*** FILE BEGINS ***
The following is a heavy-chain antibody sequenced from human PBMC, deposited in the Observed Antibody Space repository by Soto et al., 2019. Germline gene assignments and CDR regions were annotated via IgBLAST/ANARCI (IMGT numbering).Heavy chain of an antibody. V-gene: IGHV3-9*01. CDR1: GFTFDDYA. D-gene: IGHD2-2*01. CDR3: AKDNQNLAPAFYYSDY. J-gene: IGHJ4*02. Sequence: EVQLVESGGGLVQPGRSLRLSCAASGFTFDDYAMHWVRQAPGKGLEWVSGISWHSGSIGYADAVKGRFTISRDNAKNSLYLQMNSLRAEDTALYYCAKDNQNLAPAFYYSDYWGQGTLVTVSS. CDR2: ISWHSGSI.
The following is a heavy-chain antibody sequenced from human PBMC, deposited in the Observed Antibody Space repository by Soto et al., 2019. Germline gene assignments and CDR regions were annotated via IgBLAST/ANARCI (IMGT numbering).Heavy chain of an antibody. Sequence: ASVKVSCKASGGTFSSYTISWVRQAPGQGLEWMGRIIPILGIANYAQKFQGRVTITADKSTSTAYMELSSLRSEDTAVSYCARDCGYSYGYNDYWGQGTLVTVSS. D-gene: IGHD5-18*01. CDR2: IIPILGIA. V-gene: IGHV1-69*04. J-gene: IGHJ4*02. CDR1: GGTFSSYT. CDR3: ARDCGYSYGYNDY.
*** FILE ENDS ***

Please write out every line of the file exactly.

The following is a heavy-chain antibody sequenced from human PBMC, deposited in the Observed Antibody Space repository by Soto et al., 2019. Germline gene assignments and CDR regions were annotated via IgBLAST/ANARCI (IMGT numbering).Heavy chain of an antibody. V-gene: IGHV3-9*01. CDR1: GFTFDDYA. D-gene: IGHD2-2*01. CDR3: AKDNQNLAPAFYYSDY. J-gene: IGHJ4*02. Sequence: EVQLVESGGGLVQPGRSLRLSCAASGFTFDDYAMHWVRQAPGKGLEWVSGISWHSGSIGYADAVKGRFTISRDNAKNSLYLQMNSLRAEDTALYYCAKDNQNLAPAFYYSDYWGQGTLVTVSS. CDR2: ISWHSGSI.
The following is a heavy-chain antibody sequenced from human PBMC, deposited in the Observed Antibody Space repository by Soto et al., 2019. Germline gene assignments and CDR regions were annotated via IgBLAST/ANARCI (IMGT numbering).Heavy chain of an antibody. Sequence: ASVKVSCKASGGTFSSYTISWVRQAPGQGLEWMGRIIPILGIANYAQKFQGRVTITADKSTSTAYMELSSLRSEDTAVSYCARDCGYSYGYNDYWGQGTLVTVSS. D-gene: IGHD5-18*01. CDR2: IIPILGIA. V-gene: IGHV1-69*04. J-gene: IGHJ4*02. CDR1: GGTFSSYT. CDR3: ARDCGYSYGYNDY.